by Mitch Perry
Although two new polls show Gingrich closer than some other surveys (Insider Advantage shows Romney plus 5; Public Policy Polling has him up by 7 points), the former House Speaker said he knows of one poll that shows the race in a tie (which naturally lit up the rather modest audience assembled at an airport hangar off of Jim Walter Drive in Tampa).
Deriding the Romney campaign's barrage of attack ads as "$17 million full of falsehoods," Gingrich slammed his challenger for voting for Democrat Paul Tsongas in the 1992 presidential primary election in Massachusetts, and giving financial contributions to Democratic candidates, asking indignantly, "And he's questioning my credentials?"
As he did in a speech in St. Pete last Tuesday, Gingrich began laying out the first decisions and executive orders he'd dictate upon the first day of a Gingrich presidency.
In addition to the familiar epithets about San Francisco and Saul Alinsky, Gingrich invoked another bogey-man for the GOP: financier George Soros, who said recently in the Daily Mail that "there isn't all that much difference between Romney and Obama," but did indicate there would be real change under a Gingrich administration.
The former Georgia Congressman repeated that quote with more than a tinge of pride in his voice, adding that he is the true change agent in the race, which is why he says "the establishment" of both the Democratic and Republican parties is terrified of his candidacy.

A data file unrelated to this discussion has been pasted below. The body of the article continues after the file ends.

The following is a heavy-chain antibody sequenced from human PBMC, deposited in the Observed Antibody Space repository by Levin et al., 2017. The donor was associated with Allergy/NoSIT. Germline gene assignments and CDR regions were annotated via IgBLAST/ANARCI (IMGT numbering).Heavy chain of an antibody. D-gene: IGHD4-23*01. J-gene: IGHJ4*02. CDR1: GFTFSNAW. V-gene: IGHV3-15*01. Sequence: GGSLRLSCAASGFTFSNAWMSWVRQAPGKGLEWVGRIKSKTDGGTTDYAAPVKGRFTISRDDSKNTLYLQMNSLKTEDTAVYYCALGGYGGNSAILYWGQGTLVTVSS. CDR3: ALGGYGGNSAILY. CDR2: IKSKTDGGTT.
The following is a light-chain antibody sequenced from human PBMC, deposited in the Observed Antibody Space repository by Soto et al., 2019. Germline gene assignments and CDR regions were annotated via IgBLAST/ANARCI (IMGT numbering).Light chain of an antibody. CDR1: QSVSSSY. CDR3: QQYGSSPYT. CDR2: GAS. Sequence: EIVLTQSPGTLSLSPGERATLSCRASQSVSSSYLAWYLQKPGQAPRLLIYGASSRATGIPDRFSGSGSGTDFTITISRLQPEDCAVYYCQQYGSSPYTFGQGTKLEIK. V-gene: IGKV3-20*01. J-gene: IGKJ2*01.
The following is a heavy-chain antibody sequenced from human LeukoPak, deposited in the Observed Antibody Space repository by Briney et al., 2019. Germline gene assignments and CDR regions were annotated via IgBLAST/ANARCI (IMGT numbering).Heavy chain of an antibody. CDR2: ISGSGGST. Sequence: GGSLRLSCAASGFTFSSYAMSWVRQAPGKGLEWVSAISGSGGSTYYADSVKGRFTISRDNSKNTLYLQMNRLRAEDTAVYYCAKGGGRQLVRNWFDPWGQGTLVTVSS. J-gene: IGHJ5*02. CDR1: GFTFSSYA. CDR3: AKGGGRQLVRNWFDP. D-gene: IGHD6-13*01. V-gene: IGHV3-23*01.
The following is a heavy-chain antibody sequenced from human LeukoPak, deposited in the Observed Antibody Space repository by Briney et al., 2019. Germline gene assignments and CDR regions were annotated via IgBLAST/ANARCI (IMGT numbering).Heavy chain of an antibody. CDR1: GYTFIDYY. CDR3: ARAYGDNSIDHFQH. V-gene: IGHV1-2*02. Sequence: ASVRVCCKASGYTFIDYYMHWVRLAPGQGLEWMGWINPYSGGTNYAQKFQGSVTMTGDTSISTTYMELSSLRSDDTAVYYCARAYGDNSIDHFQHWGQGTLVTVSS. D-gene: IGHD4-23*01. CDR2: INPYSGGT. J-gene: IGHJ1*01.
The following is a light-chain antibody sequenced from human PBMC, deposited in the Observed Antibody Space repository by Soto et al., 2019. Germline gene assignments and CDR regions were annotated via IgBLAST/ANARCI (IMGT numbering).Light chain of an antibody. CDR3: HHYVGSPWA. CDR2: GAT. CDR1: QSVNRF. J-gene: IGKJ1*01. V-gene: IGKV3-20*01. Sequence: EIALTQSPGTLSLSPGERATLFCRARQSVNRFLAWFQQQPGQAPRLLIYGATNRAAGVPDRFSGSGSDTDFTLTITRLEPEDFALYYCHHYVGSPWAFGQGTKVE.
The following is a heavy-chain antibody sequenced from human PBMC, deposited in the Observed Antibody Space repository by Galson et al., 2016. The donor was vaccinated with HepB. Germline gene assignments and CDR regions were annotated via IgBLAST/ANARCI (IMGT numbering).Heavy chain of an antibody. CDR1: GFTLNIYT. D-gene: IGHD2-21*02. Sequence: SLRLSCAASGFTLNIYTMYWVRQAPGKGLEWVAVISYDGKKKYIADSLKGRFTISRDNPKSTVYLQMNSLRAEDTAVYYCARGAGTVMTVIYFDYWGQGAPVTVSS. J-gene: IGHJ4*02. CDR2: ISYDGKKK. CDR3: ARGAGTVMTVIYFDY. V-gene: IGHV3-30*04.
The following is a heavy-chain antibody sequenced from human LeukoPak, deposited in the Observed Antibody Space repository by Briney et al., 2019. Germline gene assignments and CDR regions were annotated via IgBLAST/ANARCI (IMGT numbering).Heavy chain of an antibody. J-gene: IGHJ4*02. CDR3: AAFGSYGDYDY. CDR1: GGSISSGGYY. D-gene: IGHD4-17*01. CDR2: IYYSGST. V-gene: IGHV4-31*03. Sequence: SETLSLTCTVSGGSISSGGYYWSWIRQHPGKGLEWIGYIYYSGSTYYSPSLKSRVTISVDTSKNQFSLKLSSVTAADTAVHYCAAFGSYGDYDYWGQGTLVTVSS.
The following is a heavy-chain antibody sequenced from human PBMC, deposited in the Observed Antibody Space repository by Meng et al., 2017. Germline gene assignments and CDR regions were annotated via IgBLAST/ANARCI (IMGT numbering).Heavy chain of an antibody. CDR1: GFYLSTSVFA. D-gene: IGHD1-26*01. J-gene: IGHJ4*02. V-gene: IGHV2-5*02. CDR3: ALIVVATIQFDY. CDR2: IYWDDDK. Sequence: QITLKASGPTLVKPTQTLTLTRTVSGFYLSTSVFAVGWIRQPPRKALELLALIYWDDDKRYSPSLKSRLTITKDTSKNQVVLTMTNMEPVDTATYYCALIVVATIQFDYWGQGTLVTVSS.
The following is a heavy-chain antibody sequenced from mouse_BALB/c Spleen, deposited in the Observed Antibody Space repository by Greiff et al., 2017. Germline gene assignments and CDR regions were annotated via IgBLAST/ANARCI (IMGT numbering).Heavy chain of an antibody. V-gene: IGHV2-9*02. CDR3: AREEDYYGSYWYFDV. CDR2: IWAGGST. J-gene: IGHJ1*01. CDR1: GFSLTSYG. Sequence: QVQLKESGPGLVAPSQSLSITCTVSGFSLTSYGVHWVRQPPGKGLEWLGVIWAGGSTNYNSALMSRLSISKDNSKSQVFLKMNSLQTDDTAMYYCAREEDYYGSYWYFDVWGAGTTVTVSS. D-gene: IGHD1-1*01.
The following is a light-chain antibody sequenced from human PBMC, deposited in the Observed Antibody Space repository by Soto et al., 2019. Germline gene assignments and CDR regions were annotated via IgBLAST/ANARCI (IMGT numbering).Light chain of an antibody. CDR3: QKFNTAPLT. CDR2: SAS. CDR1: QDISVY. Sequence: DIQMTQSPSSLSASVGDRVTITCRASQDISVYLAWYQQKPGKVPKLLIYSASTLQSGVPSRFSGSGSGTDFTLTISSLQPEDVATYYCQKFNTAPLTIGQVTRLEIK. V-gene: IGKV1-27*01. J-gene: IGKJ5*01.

Appealing to the Christian conservative vote, Gingrich assailed President Obama for mandating that faith-based hospitals, charities and schools provide birth control and reproductive services in health insurance plans. Gingrich called it a "fundamental assault on the right of freedom of religion."
He then brought Romney into the thread, saying that the former Massachusetts governor had cut off Kosher meals for Jewish senior citizens who were on Medicaid to "save $5 a day." (The New York Post reported that he did so in 2003 to save $600,000 in additional funds).
And later in his 20-minute address, he referred to "the challenge of radical Islam," saying the Obama administration refuses to talk openly about that threat. He then added that he was "unalterably opposed to the use of Sharia law" in any American courthouse, electrifying the couple of hundred or so people in attendance. "We are not going to accept Sharia Law," he repeated.
The candidate then ended his speech by saying a Gingrich victory on Tuesday in Florida would send a signal to Soros, Goldman Sachs and the entire Washington/New York establishment that "we're determined to take over."
In a little more than 24 hours, we'll know if his dream becomes reality. If that were to happen, it would also be a living nightmare for the establishment that is doing everything to stop him in his tracks in Florida.